From the very beginning of military aviation, the French navy considered using aircraft to further carry the missions it was assigned. In World War I, it used a number of planes for coastal patrol and convoy escorts. Pilot training initially took place at a naval base as well as the French army’s Istres airfield. Soon, however, a new naval air base was set up at Berre. Most machines were hydroplanes from the Georges Lévy factory, which were soon replaced by the float-modified Farman 60 “Goliath” and various other types.
In the interwar years, the navy’s air arm also played a role in enforcing French control over its colonies, for example, by setting up bases in Indochina.
By the mid-1930s, the navy used several squadrons of torpedo-bomber hydroplanes, among them the Levasseur PL 15 and Latécoere 290. These were then replaced by the Latécoere 298, a torpedo-bomber, which first flew in 1936, entered the service in 1939, and remained active until 1950. In the meantime, the navy placed into service the Commandant Teste, a hydroplane carrier, which launched machines from special catapults and collected them through an access hangar near the ship’s waterline. French naval aviation in 1939 consisted of approximately 350 combat planes, manned by picked personnel. At the same time large plane orders, some placed with American industry, were building up the air arm at a rapid rate. The squadrons underwent intensive training, especially in reconnaissance and search, illumination, sea patrol, and anti-submarine warfare.
In World War II, the navy also used the Béarn as an aircraft carrier. Bearn was the only aircraft carrier to be built in France and completed before 1960. She was originally laid down in 1914 as a Normandie-class battleship but suspended incomplete throughout the First World War. Work on her resumed in 1919 and she was launched in April 1920. A short flight deck was erected over the quarterdeck, upon which landing trials were carried out in 1920/21. After the Washington Treaty had been signed in 1922 the French elected to complete her as an aircraft carrier. Work started on her conversion in August 1923 and was helped by the British Admiralty, which made drawings of Eagle’s aviation and island arrangements available. The ship’s side aft was plated up to the flight deck, which was constructed of 1in armour and formed the upper strength deck of the hull. Horizontal armour 2.95in thick was fitted on the lower hangar deck, with 1in armour on the main deck over machinery and magazines. The machinery was unique, comprising two inner shafts driven by steam turbines and two outer shafts driven by steam reciprocating engines, in an attempt to combine the economy of the latter with the highspeed performance of the former. The arrangement was not a success and gave a maximum speed of only 21 knots, too slow for effective operation with the 29-knot battleships of the Force de Raid in 1939. Her gun armament was conventional for the time, comprising eight 6in guns in casemates and a number of smaller anti-aircraft weapons, but unconventionally she retained four underwater torpedo tubes from her original armament as a battleship.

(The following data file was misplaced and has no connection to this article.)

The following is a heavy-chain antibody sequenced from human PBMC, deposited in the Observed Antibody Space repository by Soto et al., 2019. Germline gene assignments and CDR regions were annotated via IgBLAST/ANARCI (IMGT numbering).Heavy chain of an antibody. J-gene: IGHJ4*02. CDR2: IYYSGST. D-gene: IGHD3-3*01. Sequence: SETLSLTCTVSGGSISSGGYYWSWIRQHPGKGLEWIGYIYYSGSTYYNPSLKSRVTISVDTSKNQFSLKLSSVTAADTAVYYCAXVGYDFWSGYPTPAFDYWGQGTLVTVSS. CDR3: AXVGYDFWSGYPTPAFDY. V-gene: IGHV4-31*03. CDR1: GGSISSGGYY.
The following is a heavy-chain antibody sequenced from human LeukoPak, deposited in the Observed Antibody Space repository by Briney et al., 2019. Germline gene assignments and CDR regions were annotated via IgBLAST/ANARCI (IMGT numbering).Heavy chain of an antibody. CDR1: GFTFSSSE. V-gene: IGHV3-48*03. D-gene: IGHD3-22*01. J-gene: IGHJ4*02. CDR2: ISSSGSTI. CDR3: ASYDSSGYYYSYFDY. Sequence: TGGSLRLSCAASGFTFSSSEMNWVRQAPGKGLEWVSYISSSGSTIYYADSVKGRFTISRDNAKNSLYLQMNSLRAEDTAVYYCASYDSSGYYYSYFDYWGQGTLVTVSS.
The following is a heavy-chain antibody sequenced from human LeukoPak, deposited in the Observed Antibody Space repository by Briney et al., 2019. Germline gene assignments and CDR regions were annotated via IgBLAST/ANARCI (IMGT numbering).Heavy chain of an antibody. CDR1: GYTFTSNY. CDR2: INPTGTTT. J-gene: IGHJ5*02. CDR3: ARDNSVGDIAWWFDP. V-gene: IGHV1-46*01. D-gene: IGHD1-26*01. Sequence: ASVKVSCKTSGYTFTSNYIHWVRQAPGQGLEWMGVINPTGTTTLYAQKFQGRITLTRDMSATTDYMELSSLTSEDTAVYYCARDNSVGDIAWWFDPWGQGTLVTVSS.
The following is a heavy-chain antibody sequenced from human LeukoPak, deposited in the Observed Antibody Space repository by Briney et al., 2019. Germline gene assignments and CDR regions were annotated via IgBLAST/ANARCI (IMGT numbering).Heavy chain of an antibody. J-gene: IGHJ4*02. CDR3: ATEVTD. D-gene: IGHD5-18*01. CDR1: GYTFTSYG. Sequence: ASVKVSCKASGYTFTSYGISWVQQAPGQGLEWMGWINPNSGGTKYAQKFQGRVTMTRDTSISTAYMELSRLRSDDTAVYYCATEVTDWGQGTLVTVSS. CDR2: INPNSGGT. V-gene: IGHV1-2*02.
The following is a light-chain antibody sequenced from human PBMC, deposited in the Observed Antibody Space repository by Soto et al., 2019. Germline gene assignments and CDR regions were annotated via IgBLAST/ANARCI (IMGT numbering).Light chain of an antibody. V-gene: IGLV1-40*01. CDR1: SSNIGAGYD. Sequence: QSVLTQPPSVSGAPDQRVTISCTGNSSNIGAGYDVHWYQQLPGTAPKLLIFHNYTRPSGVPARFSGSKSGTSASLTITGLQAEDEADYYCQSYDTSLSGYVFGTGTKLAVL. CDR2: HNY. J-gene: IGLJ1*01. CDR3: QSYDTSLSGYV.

Like British and Japanese carriers she had a double hangar arrangement, but the lower hangar was intended as a workshop area and stowage for reserve aircraft which were only partly assembled. The upper hangar was intended for operational aircraft, and although she was officially stated to be capable of carrying forty aircraft she could realistically operate only twenty-five. The flight deck ran the length of the hull, having pronounced taper and round-downs at either extremity. Fore and aft of the central hangar block it was supported by pillars over an open forecastle and quarterdeck, but the hangars were enclosed, following standard British practice. Another unique feature was the lift design, which connected the two hangars with the flight deck. The three lifts were electrically operated and had platforms which were normally kept at upper hangar level, leaving a lift well open under them at lower hangar level. In every other navy the lift platforms formed part of the flight deck when in the raised position, leaving a hole when it was lowered. In Béarn the apertures in the flight deck were closed by ‘clamshell’ doors which opened upwards to form fore and aft windbreaks when opened to allow the lift platforms to flight deck level. This cumbersome arrangement was no more successful than the unusual machinery installation.
French naval aviation was inadequately funded between the wars, and by 1939 her operational capability was further limited by obsolescent aircraft such as the Levasseur torpedo bomber and Dewoitine D.37 fighter. After a brief spell of operational duty she was used to ferry aircraft between the USA and France until the Franco/German armistice in June 1940, after which she lay inactive in Martinique for three years. When the island changed its allegiance from Vichy to the Free French Government she was refitted in the USA and used again as a ferry carrier for a number of years before becoming an accommodation ship. She was broken up for scrap in 1967.